The heart of the Plaintiffs' claim is that the Auditor failed to independently "assess" the fiscal impact of the proposed measures, which, they contend, is mandated by Section 116.175. Rather, the Auditor merely compiled comments from other governmental entities and transcribed those comments verbatim into the "Assumptions" section of the fiscal notes. The fiscal notes, they argue, contain only assumptions and no conclusions. The Auditor's Chief of Staff testified that their review of the collected comments is limited to checking for typos, overall reasonableness, and a reasonable relationship between the agency comment and the proposal. Based on these practices, Plaintiffs argue that such scrivener's work does not constitute "assess[ing] the fiscal impact" of a proposed measure.
Section 116.175.1 specifically authorized the Auditor to send inquiries to those state and local government entities having knowledge pertinent to the proposed legislation. The Auditor then reviewed the responses for reasonableness and completeness. The Auditor's Chief of Staff testified it was their practice to evaluate the responses and to obtain clarification from the entity if the information was unclear. If they found a response to be unreasonable, that affected how much weight was given to the statement in preparing the summary. The plain language of the statute does not mandate that the Auditor adopt another method of independently assessing the costs or saving of the proposal. We conclude the Auditor's current process is adequate to satisfy the statutory requirement.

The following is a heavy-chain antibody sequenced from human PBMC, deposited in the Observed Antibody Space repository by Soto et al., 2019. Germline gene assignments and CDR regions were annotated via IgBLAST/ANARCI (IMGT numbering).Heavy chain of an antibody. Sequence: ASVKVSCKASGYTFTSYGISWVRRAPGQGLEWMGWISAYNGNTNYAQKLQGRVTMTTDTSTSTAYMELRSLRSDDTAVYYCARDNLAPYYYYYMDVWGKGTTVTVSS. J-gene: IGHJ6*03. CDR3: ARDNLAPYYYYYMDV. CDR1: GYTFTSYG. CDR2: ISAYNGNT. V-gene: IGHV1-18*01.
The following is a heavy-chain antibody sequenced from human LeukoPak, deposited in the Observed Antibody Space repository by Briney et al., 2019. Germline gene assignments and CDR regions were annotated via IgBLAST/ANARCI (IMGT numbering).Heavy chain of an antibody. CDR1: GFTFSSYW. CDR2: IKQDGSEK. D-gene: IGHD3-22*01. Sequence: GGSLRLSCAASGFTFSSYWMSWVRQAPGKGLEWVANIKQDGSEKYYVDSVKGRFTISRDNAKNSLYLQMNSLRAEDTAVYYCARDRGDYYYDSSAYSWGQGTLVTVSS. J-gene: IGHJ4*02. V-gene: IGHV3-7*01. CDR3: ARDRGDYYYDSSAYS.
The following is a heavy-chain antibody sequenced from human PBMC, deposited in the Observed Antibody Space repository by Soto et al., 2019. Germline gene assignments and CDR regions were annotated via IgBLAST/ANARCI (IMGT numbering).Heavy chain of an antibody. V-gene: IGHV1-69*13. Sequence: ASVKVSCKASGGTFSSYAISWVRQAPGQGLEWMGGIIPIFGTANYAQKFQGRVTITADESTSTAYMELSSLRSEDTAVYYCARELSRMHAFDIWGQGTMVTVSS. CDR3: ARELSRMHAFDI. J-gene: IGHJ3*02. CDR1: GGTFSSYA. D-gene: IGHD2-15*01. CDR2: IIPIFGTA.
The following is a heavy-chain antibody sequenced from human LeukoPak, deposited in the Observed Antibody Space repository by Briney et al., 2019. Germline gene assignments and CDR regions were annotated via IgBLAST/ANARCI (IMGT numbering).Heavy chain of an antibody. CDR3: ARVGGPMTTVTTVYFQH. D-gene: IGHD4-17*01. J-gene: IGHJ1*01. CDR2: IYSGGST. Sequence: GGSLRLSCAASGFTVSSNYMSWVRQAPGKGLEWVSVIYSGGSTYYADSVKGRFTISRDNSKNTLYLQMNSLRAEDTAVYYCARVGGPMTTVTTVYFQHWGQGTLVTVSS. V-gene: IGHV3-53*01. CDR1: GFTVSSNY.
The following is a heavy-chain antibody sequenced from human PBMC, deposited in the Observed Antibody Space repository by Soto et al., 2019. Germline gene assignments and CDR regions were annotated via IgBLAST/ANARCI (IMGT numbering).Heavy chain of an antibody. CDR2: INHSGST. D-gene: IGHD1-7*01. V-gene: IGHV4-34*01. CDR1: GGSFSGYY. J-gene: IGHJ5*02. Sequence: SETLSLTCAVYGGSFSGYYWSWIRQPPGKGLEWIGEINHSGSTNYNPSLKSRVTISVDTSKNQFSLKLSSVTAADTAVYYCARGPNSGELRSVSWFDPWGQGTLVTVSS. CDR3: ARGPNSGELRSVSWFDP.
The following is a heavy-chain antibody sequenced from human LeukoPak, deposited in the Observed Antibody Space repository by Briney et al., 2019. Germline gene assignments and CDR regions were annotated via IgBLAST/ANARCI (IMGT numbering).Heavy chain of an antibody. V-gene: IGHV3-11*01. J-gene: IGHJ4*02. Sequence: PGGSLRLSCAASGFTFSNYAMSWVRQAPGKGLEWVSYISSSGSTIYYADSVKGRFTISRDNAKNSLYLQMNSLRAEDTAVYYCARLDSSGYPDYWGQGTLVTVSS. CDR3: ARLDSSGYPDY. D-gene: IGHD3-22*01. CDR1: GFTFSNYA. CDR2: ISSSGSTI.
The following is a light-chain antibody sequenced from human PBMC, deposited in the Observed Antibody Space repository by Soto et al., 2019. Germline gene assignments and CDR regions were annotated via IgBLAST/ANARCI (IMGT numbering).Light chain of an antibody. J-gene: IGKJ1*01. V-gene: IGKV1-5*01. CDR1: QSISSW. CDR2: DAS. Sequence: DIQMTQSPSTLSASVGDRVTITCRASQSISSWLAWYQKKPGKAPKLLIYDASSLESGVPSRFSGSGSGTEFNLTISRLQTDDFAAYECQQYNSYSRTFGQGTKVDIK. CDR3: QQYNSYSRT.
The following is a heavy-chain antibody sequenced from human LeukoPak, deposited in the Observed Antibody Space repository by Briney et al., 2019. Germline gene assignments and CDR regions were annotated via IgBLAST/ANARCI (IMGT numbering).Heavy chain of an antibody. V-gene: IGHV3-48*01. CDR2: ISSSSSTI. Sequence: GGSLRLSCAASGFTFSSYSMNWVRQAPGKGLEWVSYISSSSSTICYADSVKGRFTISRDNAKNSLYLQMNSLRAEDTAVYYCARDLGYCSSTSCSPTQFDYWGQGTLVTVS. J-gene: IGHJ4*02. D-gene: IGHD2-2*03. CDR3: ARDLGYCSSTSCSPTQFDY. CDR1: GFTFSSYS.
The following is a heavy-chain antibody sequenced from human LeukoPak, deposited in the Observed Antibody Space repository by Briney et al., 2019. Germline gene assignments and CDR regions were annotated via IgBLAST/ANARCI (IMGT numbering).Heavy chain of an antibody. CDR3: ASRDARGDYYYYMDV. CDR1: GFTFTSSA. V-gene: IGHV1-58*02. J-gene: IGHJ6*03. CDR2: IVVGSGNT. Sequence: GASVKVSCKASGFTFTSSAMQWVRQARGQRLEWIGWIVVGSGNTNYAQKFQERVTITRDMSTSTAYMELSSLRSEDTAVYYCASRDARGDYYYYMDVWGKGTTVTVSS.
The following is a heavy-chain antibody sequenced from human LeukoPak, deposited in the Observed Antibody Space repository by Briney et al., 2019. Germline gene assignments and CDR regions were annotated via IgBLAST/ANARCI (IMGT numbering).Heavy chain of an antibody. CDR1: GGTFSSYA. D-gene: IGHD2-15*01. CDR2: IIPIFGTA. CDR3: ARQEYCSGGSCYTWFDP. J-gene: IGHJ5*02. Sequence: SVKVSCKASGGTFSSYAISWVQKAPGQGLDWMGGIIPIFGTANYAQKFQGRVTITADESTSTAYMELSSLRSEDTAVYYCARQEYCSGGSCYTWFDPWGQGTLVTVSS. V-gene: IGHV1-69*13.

The purpose of the fiscal note is to inform the public of the fiscal consequences of the proposed measure. If the note conveys the fiscal consequences to the public adequately in "language neither argumentative nor likely to create prejudice either for or against the proposed measure," then the Auditor has met her burden under the statute.
In Point II, Plaintiffs contend the circuit court erred in affirming the fiscal note summaries because they suggest a potential savings to state and local government agencies when no agency reported that such a savings would result. They argue that the "Assumptions" sections do not show any state or local agency estimating any savings from the ballot initiative or providing any rationale for how the measure might save them money.
The first sentence of each fiscal note summary states, "The total cost or savings to state or local governmental entities is
We also note that the remainder of the summary indicates there could be significant costs to local entities. All of the details of a fiscal note need not be set out in a summary consisting of a mere fifty words. Bergman v. Mills, 988 S.W.2d 84, 92 (Mo.App.1999). Further, a fiscal note summary is not judged on whether it is the "best" language, only whether it is fair. Hancock, 885 S.W.2d at 49. To have informed the public, as Plaintiffs suggest, that the petitions would only result in costs for the state and local entities, would have been a misstatement of the record. Point II is denied.
Plaintiffs also take issue with the summary statements prepared by the Secretary of State. In their third point on appeal, Plaintiffs contend the summary statement for the article VI petition is unfair and insufficient and will prejudice the public in favor of the proposal. The ballot summary for the article VI petition states:
In reviewing the sufficiency and fairness of a summary statement, the critical test is "whether the language fairly and impartially summarizes the purposes of the measure, so that voters will not be deceived or misled." Bergman, 988 S.W.2d at 92. A ballot title is sufficient and fair if it "makes the subject evident with sufficient clearness to give notice of the purpose to those interested or affected by the proposal." United Gamefowl Breeders Ass'n of Mo. v. Nixon, 19 S.W.3d 137, 140 (Mo.banc 2000).
Plaintiffs argue the summary statement is insufficient and unfair for two reasons:
(1) It incorrectly states that it is granting powers to "allow" the General Assembly and constitutionally chartered cities and counties to abate public nuisances when the effect of the proposal is to limit the power of all political subdivisions to abate public nuisances; and
(2) The statement incorrectly states only that the proposal will prohibit the use of eminent domain to acquire and resell